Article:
By John Duncan (@FoodSecIPG) and Ellie Biggs (@EllieMBiggs)
On February 11th the longest Earth Observation (EO) mission will be extended with the launch of the Landsat Data Continuity Mission (LDCM) satellite on board the Atlas V rocket at the Vandenberg Air Force Base, California. Imaging of the Earth using Landsat satellites began in 1972, with Landsat 1 (originally named the Earth Resources Technology Satellite) and has been continued through the launch of six subsequent satellites prior to the LCDM (Landsat 6 failed to achieve orbit). Landsat EO data featured in nearly 200 presentations at the AGU fall meeting in 2012 indicating its continuing importance and impact to science. It contributes to a range of scientific research and applied commercial applications spanning agriculture, ecology, water resources, natural hazards, deforestation, spread of disease, web-mapping and even hunting Osama Bin Laden.
Aside to scientific analysis, Landsat data has led to discovery of new lands, features and species on the earth’s surface. A reef in the Indian Ocean and an island off the coast of Labrador, Canada, named Landsat Island have been discovered using Landsat data. In verifying the existence of Landsat Island, a polar bear swung a paw at a scientist from the Canadian Hydrographic Service as he was lowered from a helicopter onto the island. Scientists found regions of medium altitude forest in pristine condition on Mount Mabu, Mozambique; unmarked on maps and known only to indigenous peoples using Landsat images. These forests turned out to be biodiversity hotspots and led to discovery of new species of flora and fauna, including a new species of adder and butterflies.
The use of Landsat imagery in conjunction with other environmental data in land use management has been shown to deliver real economic benefits. The use of Landsat data in Iowa to inform decision-making which balances the needs of fertilizer applications to enhance crop production whilst not contaminating groundwater and thus potable water stores created benefits of $858 million per year compared to what could be achieved without EO data. This study, limited to a small region in Iowa, showed the integration of Landsat data into decision making across the spatial extent of the US or the globe would yield huge financial gains. The potential for realising these financial benefits is enhanced through the freely available nature of Landsat imagery and the technological advances* on board the LDCM.
The data provided from the LCDM will lead to further discoveries across a range of disciplines and be vital to analysing the spatio-temporal dynamics of global to local change. The benefits of Landsat data to studying temporal change on the Earth’s surface were enhanced by the Landsat archive being made freely available in 2008, allowing multiple images of the same location to be obtained free of charge. Thus the LCDM will contribute to topical current research and important land use management decisions, which will have subsequent impacts on society as the importance of moving the earth towards a sustainable future is more apparent. LCDM data will have an input into ensuring a future of mitigating the impacts of, and adapting to, climate change and maximizing our use of environmental resources without degradation, but no longer hunting for the head of Al-Qaeda.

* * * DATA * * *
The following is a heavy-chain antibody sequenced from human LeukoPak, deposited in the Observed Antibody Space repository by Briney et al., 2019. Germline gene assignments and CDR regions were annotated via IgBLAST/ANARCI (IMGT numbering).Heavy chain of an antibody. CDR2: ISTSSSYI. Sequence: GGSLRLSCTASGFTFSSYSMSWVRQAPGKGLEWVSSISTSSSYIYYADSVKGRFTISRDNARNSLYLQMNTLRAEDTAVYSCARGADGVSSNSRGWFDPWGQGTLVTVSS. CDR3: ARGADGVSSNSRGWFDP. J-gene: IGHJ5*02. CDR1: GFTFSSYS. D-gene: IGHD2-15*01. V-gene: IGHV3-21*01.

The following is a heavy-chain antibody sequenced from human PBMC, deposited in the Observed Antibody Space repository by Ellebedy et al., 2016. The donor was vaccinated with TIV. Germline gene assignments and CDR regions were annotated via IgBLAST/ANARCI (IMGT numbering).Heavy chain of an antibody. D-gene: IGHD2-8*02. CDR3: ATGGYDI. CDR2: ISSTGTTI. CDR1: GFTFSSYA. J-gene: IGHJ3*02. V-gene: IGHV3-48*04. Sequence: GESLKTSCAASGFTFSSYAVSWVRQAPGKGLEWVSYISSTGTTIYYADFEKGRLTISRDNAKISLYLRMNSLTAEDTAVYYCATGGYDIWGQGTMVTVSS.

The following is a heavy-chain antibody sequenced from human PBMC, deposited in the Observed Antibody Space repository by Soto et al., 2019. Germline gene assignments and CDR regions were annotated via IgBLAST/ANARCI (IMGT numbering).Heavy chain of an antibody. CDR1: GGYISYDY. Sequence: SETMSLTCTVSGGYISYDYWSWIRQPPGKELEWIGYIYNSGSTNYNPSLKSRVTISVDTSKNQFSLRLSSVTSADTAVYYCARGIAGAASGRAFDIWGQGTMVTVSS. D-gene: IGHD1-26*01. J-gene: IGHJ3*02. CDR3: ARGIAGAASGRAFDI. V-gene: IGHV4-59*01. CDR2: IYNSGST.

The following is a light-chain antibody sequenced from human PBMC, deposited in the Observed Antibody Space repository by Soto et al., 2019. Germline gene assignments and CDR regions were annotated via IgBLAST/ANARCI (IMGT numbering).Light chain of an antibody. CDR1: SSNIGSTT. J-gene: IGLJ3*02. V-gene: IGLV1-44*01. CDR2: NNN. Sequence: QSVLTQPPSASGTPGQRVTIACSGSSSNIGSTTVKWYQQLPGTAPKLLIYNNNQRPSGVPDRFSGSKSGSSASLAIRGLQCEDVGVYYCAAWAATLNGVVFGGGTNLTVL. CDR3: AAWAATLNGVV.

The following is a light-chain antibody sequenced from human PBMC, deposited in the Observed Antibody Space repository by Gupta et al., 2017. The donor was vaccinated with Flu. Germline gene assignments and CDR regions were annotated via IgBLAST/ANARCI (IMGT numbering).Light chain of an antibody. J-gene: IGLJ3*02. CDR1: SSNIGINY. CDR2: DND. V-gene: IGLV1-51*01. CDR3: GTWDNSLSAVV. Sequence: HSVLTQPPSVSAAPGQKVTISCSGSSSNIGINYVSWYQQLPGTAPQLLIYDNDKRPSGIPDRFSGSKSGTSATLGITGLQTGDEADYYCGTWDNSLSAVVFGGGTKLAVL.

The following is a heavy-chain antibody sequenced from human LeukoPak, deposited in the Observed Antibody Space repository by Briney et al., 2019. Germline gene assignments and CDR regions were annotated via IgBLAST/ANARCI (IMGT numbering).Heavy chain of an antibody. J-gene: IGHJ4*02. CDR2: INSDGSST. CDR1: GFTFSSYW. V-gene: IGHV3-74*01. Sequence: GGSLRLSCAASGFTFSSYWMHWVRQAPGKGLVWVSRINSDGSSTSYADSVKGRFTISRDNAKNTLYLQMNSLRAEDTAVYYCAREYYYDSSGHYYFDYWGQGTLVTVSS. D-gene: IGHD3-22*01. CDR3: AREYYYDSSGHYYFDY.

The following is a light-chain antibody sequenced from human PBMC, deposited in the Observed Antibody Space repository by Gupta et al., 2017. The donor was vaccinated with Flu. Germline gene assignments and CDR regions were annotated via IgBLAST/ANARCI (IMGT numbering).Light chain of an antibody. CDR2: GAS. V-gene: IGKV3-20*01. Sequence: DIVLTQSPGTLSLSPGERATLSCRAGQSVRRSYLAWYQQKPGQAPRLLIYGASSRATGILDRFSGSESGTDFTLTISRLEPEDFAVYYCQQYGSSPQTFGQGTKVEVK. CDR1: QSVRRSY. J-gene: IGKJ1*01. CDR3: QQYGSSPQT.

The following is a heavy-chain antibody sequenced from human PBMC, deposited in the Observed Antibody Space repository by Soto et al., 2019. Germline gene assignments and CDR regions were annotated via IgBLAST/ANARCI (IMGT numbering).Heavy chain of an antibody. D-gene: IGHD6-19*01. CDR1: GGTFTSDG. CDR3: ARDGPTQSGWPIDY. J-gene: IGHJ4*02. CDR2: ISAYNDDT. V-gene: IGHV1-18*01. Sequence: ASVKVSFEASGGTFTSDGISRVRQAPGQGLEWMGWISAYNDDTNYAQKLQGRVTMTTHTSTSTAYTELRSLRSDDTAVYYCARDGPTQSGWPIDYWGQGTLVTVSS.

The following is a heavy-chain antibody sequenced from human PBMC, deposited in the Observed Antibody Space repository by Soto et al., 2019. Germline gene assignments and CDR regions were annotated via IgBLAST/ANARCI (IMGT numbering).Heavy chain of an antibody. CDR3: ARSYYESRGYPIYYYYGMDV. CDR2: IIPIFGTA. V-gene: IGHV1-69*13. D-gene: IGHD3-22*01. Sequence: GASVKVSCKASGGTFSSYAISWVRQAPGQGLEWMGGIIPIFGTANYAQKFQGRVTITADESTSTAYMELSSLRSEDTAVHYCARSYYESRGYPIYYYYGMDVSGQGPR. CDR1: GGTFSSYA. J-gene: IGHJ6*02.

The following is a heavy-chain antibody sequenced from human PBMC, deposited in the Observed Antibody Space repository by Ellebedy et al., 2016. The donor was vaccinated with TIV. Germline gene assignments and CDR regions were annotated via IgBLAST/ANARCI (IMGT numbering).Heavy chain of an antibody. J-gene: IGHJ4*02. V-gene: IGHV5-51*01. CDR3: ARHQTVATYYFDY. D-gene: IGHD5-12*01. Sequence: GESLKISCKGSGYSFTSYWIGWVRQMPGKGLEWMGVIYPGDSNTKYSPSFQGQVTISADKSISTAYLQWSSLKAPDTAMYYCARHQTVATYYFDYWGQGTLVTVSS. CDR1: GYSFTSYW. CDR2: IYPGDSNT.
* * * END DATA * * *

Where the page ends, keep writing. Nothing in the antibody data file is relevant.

Why not do a Masters degree in Applied GIS and Remote Sensing or Geoinformation Science and EO for Environmental Modelling and Management and join Geography and Environment’s vibrant Global Environmental Change and Earth Observation (GECEO) research theme at the University of Southampton.
*The technical bit…
Through the succession of Landsat satellites it is possible to track the technological advances in sensor technology. Landsat 1,2 and 3 carried the Return Beam Vidicon sensor (RBV) providing photographic images of the earth’s surface and Multispectral Scanner sensor (MSS) providing radiometric measures in four spectral bands. The Thematic Mapper (TM) sensor was carried on board Landsat 4,5,(6) and 7 with seven spectral bands and improved spatial resolution. The Enhanced Thematic Mapper (ETM+) sensor is carried on board Landsat 7 and includes sensing in a 15m panchromatic band in addition to the spectral bands of the TM sensor. The LCDM will carry two sensors providing measurements in 11 spectral bands enabling data to be used in conjunction with the archive of Landsat imagery and also expanding the quality, and range of scientific applications for which data can be used. The Operational Land Imager (OLI) will provide measurements in nine spectral bands providing consistency with previous missions with an additional blue band to aid sensing of ocean colour and coastal areas and a shortwave infrared band to detect cirrus clouds. The Thermal Infrared Sensor (TIRS) uses quantam well infrared photodetectors to sense in two thermal infrared bands, crucial to managing water resources and analyzing water use.